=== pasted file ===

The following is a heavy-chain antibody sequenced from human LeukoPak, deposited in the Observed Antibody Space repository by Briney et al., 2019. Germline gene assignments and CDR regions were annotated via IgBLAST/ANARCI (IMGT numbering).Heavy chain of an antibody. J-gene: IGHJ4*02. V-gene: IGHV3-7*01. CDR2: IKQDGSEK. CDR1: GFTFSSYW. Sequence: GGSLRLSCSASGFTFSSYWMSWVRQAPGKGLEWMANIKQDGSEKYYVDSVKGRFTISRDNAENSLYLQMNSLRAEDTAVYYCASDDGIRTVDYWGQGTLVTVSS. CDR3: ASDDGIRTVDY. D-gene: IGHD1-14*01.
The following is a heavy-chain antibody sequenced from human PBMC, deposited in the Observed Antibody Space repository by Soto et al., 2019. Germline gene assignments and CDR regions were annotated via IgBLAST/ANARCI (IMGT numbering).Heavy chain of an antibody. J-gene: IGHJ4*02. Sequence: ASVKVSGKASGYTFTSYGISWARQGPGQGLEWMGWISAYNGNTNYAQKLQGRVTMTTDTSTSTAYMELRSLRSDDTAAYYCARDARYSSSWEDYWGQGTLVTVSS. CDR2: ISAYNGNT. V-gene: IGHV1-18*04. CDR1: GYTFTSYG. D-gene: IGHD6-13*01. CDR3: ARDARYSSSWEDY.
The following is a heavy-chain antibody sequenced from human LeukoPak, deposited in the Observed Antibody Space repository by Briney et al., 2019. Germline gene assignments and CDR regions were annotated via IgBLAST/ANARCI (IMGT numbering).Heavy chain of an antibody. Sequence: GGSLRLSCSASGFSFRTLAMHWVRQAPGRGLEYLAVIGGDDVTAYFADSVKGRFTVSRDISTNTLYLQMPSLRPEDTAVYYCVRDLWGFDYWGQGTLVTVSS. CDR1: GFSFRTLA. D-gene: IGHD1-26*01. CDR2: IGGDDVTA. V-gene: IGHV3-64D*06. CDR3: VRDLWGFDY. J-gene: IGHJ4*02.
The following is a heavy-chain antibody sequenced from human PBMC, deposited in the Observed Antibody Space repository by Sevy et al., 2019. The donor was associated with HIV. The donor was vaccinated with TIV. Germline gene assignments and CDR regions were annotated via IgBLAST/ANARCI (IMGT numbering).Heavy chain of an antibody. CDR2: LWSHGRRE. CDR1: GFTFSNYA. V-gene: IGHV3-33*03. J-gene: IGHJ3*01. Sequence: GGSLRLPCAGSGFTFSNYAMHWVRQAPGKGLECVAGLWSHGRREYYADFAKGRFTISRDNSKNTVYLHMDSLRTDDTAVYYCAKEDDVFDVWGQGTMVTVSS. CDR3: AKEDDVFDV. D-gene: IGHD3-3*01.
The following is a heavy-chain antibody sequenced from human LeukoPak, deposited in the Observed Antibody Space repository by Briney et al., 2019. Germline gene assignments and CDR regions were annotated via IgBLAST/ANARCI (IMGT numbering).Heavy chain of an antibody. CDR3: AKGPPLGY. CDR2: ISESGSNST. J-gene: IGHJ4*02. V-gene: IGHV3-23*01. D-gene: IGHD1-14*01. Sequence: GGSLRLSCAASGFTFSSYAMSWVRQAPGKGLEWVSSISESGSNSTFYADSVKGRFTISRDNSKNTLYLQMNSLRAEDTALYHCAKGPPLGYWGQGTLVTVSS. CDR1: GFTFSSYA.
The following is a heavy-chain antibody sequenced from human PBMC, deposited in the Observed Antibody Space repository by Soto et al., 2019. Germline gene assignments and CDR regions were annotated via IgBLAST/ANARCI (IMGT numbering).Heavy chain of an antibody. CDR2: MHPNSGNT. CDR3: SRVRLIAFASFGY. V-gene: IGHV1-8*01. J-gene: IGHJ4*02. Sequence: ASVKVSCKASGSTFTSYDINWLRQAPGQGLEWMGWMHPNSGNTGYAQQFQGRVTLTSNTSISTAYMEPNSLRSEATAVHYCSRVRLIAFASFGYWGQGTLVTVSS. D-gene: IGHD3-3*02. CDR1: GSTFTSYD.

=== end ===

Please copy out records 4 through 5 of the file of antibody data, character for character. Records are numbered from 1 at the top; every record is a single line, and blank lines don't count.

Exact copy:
The following is a heavy-chain antibody sequenced from human PBMC, deposited in the Observed Antibody Space repository by Sevy et al., 2019. The donor was associated with HIV. The donor was vaccinated with TIV. Germline gene assignments and CDR regions were annotated via IgBLAST/ANARCI (IMGT numbering).Heavy chain of an antibody. CDR2: LWSHGRRE. CDR1: GFTFSNYA. V-gene: IGHV3-33*03. J-gene: IGHJ3*01. Sequence: GGSLRLPCAGSGFTFSNYAMHWVRQAPGKGLECVAGLWSHGRREYYADFAKGRFTISRDNSKNTVYLHMDSLRTDDTAVYYCAKEDDVFDVWGQGTMVTVSS. CDR3: AKEDDVFDV. D-gene: IGHD3-3*01.
The following is a heavy-chain antibody sequenced from human LeukoPak, deposited in the Observed Antibody Space repository by Briney et al., 2019. Germline gene assignments and CDR regions were annotated via IgBLAST/ANARCI (IMGT numbering).Heavy chain of an antibody. CDR3: AKGPPLGY. CDR2: ISESGSNST. J-gene: IGHJ4*02. V-gene: IGHV3-23*01. D-gene: IGHD1-14*01. Sequence: GGSLRLSCAASGFTFSSYAMSWVRQAPGKGLEWVSSISESGSNSTFYADSVKGRFTISRDNSKNTLYLQMNSLRAEDTALYHCAKGPPLGYWGQGTLVTVSS. CDR1: GFTFSSYA.